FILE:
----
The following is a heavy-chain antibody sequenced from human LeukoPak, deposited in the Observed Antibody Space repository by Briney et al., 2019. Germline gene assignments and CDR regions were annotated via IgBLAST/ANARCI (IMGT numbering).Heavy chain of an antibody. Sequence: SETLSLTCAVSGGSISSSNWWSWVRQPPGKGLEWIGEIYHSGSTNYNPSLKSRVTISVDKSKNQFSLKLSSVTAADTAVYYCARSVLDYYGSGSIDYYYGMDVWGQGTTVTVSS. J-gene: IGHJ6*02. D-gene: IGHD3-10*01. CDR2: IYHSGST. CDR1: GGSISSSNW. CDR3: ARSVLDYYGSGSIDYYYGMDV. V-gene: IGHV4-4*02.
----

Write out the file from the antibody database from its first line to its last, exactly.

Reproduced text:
The following is a heavy-chain antibody sequenced from human LeukoPak, deposited in the Observed Antibody Space repository by Briney et al., 2019. Germline gene assignments and CDR regions were annotated via IgBLAST/ANARCI (IMGT numbering).Heavy chain of an antibody. Sequence: SETLSLTCAVSGGSISSSNWWSWVRQPPGKGLEWIGEIYHSGSTNYNPSLKSRVTISVDKSKNQFSLKLSSVTAADTAVYYCARSVLDYYGSGSIDYYYGMDVWGQGTTVTVSS. J-gene: IGHJ6*02. D-gene: IGHD3-10*01. CDR2: IYHSGST. CDR1: GGSISSSNW. CDR3: ARSVLDYYGSGSIDYYYGMDV. V-gene: IGHV4-4*02.